But I wasn’t about to let a little regurgitated fish remnants faze me. I go back to scooper-thrust round two, but before I can pull it off, I notice a cacophonous chorus of cawing. There! In the sky! Dozens of circling gulls, enraged that we’ve captured their companion. Hopes that they were all swarming to devour the free half-fish on the deck are quickly quashed as they swoop narrowly above our heads in an effort to scare us away from our presumed prey. Don’t they understand that I just want to help?
And their primary offensive weapon is the tried-and-true method of consta-shitting.
That special bird mixture of urine and feces rains from the sky all around me; the seagull rams his head into the wall; Evan cries out in fear and delight; the heavens ring with the chatter of enraged beasts; the waves crash against the cliffs beneath me; it’s all aligning just like that fortune teller said, and I know that if I do not solve this seagull situation now, things may turn out very badly.
For a moment, I’m on the verge of giving up, but Evan delivers a rousing speech and the two of us sprint through the ever-falling barrage of bird poop and get back in position. With one final thrust, I manage to snake the scooper underneath the gull, and, sensing victory, I hoist him into the air as fast as I can. We’re going to make it!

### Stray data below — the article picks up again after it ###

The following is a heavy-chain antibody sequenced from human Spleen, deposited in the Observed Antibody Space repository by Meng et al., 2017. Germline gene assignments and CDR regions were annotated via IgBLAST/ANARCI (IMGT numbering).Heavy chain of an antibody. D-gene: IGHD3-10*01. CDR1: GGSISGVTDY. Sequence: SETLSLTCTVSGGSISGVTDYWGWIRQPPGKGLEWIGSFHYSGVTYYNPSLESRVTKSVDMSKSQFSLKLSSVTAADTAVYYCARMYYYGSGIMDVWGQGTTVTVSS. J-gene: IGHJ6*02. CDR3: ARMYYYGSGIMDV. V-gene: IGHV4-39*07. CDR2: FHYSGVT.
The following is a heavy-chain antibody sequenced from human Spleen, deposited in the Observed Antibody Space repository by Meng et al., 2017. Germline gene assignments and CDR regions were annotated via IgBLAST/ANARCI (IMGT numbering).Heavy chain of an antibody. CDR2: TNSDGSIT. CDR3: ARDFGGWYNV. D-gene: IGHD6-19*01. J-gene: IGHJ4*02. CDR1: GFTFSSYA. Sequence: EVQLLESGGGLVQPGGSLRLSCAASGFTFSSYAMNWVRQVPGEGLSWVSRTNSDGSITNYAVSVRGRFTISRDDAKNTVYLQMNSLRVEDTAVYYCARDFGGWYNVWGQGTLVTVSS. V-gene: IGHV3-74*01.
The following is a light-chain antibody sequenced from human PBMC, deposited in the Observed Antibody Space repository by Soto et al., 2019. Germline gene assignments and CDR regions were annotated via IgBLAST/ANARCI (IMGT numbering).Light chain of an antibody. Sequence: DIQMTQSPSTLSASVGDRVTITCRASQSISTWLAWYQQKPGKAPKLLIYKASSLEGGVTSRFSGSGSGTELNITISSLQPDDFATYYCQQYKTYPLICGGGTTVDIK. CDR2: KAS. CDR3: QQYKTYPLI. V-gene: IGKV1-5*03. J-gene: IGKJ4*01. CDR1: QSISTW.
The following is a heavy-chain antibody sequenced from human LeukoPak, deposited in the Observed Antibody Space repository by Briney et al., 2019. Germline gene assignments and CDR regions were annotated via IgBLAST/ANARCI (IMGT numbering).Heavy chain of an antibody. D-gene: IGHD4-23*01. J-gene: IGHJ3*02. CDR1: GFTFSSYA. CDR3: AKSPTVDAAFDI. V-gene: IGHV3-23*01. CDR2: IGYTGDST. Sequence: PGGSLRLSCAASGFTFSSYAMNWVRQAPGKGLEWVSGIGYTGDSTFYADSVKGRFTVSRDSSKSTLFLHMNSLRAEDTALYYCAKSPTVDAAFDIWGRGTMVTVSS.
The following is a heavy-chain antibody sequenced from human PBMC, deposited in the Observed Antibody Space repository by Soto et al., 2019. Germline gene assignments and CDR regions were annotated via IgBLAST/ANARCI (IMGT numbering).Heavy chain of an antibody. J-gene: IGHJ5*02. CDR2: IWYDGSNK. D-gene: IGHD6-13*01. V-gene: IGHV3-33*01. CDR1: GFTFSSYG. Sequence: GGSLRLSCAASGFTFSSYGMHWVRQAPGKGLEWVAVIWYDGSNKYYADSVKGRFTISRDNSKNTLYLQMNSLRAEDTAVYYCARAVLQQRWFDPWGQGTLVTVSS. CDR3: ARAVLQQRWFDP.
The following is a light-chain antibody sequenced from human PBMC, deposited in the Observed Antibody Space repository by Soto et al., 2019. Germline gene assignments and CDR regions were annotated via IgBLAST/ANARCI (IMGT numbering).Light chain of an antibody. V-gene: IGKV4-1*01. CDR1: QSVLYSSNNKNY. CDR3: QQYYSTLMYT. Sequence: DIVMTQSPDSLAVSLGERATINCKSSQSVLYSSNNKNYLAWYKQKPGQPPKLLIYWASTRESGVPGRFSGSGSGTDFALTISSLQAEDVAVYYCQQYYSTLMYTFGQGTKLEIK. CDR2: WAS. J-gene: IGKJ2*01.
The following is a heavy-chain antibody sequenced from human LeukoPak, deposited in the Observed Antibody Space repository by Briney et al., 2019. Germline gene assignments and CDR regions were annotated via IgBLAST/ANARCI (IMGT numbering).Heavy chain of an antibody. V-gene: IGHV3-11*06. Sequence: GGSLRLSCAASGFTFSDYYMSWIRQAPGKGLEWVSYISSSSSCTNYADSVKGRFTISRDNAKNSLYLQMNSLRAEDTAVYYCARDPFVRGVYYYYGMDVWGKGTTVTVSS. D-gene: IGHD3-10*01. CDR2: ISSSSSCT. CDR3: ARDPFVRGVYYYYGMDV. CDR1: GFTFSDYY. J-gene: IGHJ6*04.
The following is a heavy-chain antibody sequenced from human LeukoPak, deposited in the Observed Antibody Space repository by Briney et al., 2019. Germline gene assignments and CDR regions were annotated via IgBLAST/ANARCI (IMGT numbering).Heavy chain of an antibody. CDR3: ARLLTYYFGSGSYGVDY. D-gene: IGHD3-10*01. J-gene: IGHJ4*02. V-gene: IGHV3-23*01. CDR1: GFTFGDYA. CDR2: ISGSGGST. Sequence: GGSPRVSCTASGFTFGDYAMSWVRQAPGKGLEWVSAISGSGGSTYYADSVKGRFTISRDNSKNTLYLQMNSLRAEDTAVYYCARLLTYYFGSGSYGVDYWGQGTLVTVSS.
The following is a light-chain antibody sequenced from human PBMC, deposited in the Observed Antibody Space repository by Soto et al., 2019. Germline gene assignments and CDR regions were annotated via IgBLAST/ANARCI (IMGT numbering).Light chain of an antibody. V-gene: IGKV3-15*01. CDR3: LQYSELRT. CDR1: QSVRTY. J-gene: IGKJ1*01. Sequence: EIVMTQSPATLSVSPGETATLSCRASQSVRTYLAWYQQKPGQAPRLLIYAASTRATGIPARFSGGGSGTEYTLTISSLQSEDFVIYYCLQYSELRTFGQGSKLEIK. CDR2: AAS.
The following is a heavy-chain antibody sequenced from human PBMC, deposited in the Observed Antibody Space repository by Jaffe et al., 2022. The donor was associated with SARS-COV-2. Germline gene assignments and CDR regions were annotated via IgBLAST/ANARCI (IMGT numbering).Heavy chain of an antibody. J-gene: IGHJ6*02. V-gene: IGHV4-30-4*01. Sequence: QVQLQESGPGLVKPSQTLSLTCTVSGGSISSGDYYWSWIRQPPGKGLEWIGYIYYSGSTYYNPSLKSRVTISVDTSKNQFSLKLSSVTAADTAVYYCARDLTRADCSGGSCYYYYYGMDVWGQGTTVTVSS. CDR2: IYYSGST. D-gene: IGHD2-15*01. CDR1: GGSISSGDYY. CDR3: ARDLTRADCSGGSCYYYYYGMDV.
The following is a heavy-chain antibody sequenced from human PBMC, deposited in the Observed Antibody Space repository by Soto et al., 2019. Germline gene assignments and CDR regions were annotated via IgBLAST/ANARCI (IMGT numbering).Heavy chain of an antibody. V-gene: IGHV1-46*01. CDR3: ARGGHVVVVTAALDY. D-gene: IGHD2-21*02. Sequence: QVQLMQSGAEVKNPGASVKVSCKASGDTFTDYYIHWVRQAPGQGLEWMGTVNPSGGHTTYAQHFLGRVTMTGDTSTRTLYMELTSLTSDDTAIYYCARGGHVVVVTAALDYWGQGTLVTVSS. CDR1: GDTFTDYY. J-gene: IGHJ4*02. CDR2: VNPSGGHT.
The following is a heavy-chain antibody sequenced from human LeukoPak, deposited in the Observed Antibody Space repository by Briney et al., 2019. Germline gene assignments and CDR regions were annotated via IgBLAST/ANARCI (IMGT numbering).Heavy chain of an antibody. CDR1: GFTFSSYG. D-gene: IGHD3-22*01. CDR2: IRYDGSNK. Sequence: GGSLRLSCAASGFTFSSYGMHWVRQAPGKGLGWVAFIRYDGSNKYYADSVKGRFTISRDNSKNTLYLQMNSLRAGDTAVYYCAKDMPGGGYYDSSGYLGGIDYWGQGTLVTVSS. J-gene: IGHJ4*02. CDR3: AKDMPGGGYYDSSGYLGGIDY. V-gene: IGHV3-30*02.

But with a furious flop, the gull slides sideways. I try to maintain my hold, but alas, I cannot. The bird topples to his left, rolling among the chairs, shit splatters next to me, splashing the fish remnants—but wait, he’s somersaulted beyond the last chair!
There are no more obstacles! With a wobbly step, the gull rights himself, looks to the sky, and takes off!
I brandish my scooper at the remaining seagull strike force and shoo them away, every inch looking like a half-mad hippie lashing out against unseen sky demons when his true enemy is the quantity of hallucinogens in his bloodstream. Yes, it is another victory for the nature god.
And the whole thing was witnessed by our 85-year-old neighbor, this tiny old lady who was talking on the phone until her jaw dropped in wonder at the sight of our struggle. Once the seagull was safely away, she asked in the scratchy, pitchy, lilting voice of an old person, “How did you get them to do that?”
“We left food out here,” we responded stoically, as if that could explain the experience we had just had. But Evan and I knew better. We knew we had narrowly avoided the fortune teller’s curse, but it would be back.
It would be back.